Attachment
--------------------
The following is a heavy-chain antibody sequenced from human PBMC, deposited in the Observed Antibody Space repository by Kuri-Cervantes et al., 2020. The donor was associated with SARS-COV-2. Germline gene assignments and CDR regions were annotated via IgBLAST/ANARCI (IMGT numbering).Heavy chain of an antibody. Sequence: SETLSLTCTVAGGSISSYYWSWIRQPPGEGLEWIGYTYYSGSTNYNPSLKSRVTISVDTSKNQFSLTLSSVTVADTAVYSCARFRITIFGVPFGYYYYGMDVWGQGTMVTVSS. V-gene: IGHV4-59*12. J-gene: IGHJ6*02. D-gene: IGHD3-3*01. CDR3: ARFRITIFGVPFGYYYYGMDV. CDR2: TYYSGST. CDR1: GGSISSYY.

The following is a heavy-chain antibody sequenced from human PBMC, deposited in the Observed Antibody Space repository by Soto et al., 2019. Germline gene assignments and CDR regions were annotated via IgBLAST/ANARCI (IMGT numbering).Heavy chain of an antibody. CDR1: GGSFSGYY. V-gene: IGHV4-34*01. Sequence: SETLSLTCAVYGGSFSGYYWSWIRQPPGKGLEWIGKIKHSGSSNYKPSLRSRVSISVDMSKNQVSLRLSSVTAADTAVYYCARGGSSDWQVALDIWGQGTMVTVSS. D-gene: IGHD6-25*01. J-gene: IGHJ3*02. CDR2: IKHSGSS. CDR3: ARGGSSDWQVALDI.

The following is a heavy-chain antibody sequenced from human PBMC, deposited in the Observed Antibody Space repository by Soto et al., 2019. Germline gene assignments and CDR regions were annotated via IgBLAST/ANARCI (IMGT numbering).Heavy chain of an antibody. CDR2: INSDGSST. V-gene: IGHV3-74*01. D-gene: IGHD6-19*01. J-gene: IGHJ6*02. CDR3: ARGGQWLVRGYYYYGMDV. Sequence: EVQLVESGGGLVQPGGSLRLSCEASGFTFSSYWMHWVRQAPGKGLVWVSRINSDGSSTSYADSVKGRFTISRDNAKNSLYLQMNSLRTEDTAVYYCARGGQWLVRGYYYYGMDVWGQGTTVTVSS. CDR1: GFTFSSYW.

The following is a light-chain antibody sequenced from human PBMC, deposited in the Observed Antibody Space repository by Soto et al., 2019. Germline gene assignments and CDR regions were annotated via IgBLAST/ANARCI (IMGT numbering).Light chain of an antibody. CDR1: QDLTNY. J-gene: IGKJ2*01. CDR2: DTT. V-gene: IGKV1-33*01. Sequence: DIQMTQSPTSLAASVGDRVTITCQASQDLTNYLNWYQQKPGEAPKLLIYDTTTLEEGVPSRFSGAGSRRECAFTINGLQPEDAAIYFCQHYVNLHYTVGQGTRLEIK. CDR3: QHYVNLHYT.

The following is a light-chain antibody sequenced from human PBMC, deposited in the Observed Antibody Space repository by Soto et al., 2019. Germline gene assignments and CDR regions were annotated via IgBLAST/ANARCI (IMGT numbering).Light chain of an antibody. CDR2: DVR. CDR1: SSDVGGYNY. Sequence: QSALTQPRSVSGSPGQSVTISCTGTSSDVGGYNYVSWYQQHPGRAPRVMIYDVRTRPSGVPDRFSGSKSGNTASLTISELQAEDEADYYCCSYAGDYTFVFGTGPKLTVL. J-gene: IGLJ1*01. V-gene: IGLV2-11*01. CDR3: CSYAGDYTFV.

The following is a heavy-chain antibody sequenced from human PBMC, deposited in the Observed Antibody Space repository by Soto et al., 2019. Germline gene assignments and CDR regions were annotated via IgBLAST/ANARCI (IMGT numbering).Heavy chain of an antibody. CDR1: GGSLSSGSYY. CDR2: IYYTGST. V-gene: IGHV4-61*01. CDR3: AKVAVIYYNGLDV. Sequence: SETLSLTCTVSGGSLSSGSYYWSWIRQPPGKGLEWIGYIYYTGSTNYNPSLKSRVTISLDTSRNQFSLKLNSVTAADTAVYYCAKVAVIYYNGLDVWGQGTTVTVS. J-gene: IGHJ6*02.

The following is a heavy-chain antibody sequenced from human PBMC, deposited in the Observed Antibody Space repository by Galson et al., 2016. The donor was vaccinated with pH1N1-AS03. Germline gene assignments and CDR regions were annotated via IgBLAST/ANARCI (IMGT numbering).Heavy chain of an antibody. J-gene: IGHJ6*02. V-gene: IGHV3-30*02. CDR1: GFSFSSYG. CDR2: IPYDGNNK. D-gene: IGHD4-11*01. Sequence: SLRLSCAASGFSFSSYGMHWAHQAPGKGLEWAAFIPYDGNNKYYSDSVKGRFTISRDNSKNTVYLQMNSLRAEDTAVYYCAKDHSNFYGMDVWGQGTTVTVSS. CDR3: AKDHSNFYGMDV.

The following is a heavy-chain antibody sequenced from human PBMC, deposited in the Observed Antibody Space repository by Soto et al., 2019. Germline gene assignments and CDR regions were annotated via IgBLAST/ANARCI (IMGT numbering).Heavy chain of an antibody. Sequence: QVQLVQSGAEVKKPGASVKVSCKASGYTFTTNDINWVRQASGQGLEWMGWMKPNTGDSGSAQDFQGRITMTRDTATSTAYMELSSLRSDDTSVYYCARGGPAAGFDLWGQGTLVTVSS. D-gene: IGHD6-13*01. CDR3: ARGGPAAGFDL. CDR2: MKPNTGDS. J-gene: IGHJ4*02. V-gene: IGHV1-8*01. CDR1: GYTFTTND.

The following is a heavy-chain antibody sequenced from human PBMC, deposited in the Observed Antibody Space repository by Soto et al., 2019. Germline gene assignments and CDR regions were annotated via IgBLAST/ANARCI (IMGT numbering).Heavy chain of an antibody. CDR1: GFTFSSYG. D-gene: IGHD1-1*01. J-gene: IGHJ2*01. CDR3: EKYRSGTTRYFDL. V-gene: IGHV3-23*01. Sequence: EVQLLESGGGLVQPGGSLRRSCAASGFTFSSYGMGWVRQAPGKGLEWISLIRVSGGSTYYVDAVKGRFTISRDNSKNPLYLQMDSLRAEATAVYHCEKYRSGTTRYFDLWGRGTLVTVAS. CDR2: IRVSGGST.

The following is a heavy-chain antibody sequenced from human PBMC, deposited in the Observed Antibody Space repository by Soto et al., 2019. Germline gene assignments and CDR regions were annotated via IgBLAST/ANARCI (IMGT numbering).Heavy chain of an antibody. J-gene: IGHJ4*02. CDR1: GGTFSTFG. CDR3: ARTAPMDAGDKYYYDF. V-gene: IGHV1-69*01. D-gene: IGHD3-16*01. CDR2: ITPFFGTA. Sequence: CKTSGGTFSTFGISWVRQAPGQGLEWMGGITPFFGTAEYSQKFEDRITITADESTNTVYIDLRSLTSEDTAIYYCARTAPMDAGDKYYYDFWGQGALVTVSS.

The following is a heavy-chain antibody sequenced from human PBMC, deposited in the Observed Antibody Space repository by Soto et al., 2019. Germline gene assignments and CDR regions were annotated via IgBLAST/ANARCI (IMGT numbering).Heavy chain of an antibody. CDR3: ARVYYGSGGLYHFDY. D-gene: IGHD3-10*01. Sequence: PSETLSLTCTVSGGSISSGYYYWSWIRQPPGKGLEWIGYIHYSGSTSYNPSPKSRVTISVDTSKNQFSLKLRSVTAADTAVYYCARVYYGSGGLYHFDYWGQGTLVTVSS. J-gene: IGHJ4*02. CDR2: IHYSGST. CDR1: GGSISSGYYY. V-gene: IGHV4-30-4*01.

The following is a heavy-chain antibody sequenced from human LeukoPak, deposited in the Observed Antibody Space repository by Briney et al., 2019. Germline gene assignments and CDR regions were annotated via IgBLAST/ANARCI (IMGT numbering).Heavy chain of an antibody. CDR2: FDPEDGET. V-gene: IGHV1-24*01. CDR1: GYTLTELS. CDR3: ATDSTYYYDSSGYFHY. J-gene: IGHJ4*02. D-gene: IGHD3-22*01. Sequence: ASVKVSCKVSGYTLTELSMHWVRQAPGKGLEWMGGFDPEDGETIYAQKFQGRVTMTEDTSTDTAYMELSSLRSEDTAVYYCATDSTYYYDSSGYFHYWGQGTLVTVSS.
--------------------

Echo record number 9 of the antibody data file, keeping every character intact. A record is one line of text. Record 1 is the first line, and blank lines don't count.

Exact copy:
The following is a heavy-chain antibody sequenced from human PBMC, deposited in the Observed Antibody Space repository by Soto et al., 2019. Germline gene assignments and CDR regions were annotated via IgBLAST/ANARCI (IMGT numbering).Heavy chain of an antibody. CDR1: GFTFSSYG. D-gene: IGHD1-1*01. J-gene: IGHJ2*01. CDR3: EKYRSGTTRYFDL. V-gene: IGHV3-23*01. Sequence: EVQLLESGGGLVQPGGSLRRSCAASGFTFSSYGMGWVRQAPGKGLEWISLIRVSGGSTYYVDAVKGRFTISRDNSKNPLYLQMDSLRAEATAVYHCEKYRSGTTRYFDLWGRGTLVTVAS. CDR2: IRVSGGST.